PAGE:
Vol. 84, No. 5, 2012
Issue release date: October 2012
Respiration 2012;84:431–435
Novel Insights from Clinical Practice
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Fatal Asymmetric Interstitial Lung Disease after Erlotinib for Lung Cancer

Ren S.a · Li Y.a · Li W.a · Zhao Z.b · Jin C.b · Zhang D.b
Departments of aRespiratory Medicine and bRadiology, Lishui Central Hospital, Lishui, PR China
email Corresponding Author


 goto top of outline Key Words

  • Lung cancer
  • Selective bronchial artery embolization
  • Erlotinib
  • Interstitial lung disease

 goto top of outline Abstract

Pulmonary toxicity is a known complication of erlotinib, one of the epidermal growth factor receptor tyrosine kinase inhibitors. It consists of diverse entities such as interstitial pneumonitis, bronchiolitis obliterans with organizing pneumonia and pulmonary fibrosis. In our report, an unusual case of an asymmetric interstitial lung disease was described. A 68-year-old female presented with resistant cough, hemoptysis and a right lung atelectasis on chest X-ray. She underwent selective bronchial artery embolization successfully after pharmaceutical therapy failed to stop hemoptysis. Flexible bronchoscope revealed that the opening of the right main bronchus was blocked completely by a neoplasm with a distance <2 cm to the carina and the sample of bronchoscopic biopsy confirmed the diagnosis of lung adenocarcinoma (cT3N2M0). Dyspnea and asymmetric interstitial lung disease in the nontumorous lung were noted on the 6th day of erlotinib therapy (150 mg daily) which had been efficacious in its anticancer effect. Discontinuing erlotinib use and treatment with corticosteroids could not relieve her symptoms. The patient deteriorated rapidly and died of progressive respiratory failure. We explored the mechanisms of asymmetric interstitial lung disease.

Copyright © 2012 S. Karger AG, Basel

goto top of outline Established Facts

• Drug-associated interstitial lung disease is a rare, but serious and often fatal adverse reaction to erlotinib, one of the oral epidermal growth factor receptor tyrosine kinase inhibitors.

• Lung injury may be perpetuated by ventilation strategies that do not limit lung volumes and airway pressures. Autopositive end-expiratory pressure is one of the risk factors for barotrauma.


goto top of outline Novel Insights

• We introduce a rare condition of asymmetric interstitial lung disease in a patient treated with erlotinib for lung adenocarcinoma.

• The additional affliction of the right lung was related to the dual effects of the obstructing tumor at the right main bronchus and selective bronchial artery embolization, which resulted in overexpansion, hypoventilation and hence underperfusion.


goto top of outline Introduction

Interstitial lung disease (ILD) is a rare but fatal complication of erlotinib which was approved recently for the treatment of advanced non-small-cell lung cancer. The distribution of disease is bilateral and symmetrical in typical ILD. We present a patient who developed an unusual type of asymmetric ILD after erlotinib treatment for her lung adenocarcinoma.


goto top of outline Case Report

A 68-year-old female was admitted with a history of resistant cough and hemoptysis for 2 months. Physical examination revealed normal vital signs. Chest auscultation was significant for no breathing sound in the right lung, and jugular venous distention was not evident. Blood routine, biochemical tests and electrocardiogram were all within a normal range. An echocardiogram showed normal left ventricular systolic and diastolic functions. Chest X-ray (CXR) displayed a right lung atelectasis (fig. 1a). She underwent selective right bronchial artery embolization (BAE) successfully for her refractory hemoptysis as pharmaceutical therapy had failed to stop bleeding (fig. 1b, c). Flexible bronchoscope showed a neoplasm obstructing the entire opening of the right main bronchus with a distance <2 cm from the carina (fig. 1d). Bronchoscopic biopsy histology led to the diagnosis of adenocarcinoma (cT3N2M0).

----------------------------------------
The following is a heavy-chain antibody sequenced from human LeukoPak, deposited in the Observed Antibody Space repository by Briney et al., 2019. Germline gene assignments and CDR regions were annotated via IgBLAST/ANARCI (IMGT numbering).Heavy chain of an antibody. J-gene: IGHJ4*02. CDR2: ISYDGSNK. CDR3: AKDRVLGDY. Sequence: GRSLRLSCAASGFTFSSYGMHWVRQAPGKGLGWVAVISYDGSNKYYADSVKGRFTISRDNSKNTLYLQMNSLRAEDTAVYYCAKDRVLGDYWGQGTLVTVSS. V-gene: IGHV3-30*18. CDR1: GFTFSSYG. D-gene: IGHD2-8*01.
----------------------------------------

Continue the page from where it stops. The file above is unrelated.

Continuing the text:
Fig. 1.a CXR showed the right lung atelectasis at presentation. b Selective intercostobronchial trunk angiogram revealed hypertrophy in the trunk of the right bronchial artery; its branches were tortuous and of disorderly distribution. c After the injection of a gelatine sponge particle (1,000–1,400 µm in size) soaked in contrast medium, the branches of the right bronchial artery were obstructed completely. d Bronchoscopy showed a neoplasm completely blocking the opening of the right main bronchus.

The patient began therapy with erlotinib, 150 mg daily, and within 5 days her condition improved dramatically. On the 6th day, she had a good appetite and normal temperature without any signs of infection, but complained of dyspnea. Velcro rales could be heard at the bottom of the left lung. The blood routine was within a normal range. Chest CT demonstrated resolution of the atelectasis and the right lung had reexpanded well, but there was a large area of ground-glass attenuation (GGA), mainly in the left lung (fig. 2a). Erlotinib-associated ILD was considered and the drug was discontinued immediately (it had been taken for 6 days in total). The patient was started on 250 mg of methylprednisolone administered intravenously, every 12 h. Despite all the treatments, including corticosteroids, oxygen supply and jet ventilation, her progressive dyspnea with hypoxemia caused a rapid deterioration of her condition. The arterial blood gas under a nonrebreathing mask O2 supply (FiO2 = 100%) was: pH 7.450, PaO2 54.5 mm Hg, PaCO2 24.1 mm Hg and SaO2 80%. Chest CT taken 4 days later revealed a diffuse distribution of GGA with a mosaic pattern and consolidation in the left lung, and GGA became more obvious at the base of the lower lobe of the right lung (fig. 2b). All of these abnormalities progressed rapidly on CXRs in the following days (fig. 2c, d). She refused mechanical ventilation, was discharged and died at home.

Fig. 2.a Chest CT on the 6th day of erlotinib therapy revealed the right lung had reexpanded well and was overinflated, but there was a large area of GGA mainly in the left lung, and small cloudy shadows subpleurally at the base of the lower lobe of the right lung. b Chest CT taken on the 4th day after discontinuing erlotinib revealed a diffuse distribution of GGA with a mosaic pattern and consolidation in the left lung, and the opacities at the lower lobe of the right lung were enlarged. c, d GGA was increasing gradually in the right lung while the left showed up as ‘white lung’ on CXRs on days 6 and 8, respectively, after discontinuing erlotinib.